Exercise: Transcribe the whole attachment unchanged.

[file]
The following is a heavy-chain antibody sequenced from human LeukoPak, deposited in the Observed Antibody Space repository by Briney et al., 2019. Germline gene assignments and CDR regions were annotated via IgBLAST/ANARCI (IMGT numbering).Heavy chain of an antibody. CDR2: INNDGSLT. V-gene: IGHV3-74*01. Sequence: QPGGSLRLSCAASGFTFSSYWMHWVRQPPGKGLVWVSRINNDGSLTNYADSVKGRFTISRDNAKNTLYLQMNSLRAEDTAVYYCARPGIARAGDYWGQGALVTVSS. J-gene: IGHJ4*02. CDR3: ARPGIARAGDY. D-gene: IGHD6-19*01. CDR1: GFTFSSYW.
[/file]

The following is a heavy-chain antibody sequenced from human LeukoPak, deposited in the Observed Antibody Space repository by Briney et al., 2019. Germline gene assignments and CDR regions were annotated via IgBLAST/ANARCI (IMGT numbering).Heavy chain of an antibody. CDR2: INNDGSLT. V-gene: IGHV3-74*01. Sequence: QPGGSLRLSCAASGFTFSSYWMHWVRQPPGKGLVWVSRINNDGSLTNYADSVKGRFTISRDNAKNTLYLQMNSLRAEDTAVYYCARPGIARAGDYWGQGALVTVSS. J-gene: IGHJ4*02. CDR3: ARPGIARAGDY. D-gene: IGHD6-19*01. CDR1: GFTFSSYW.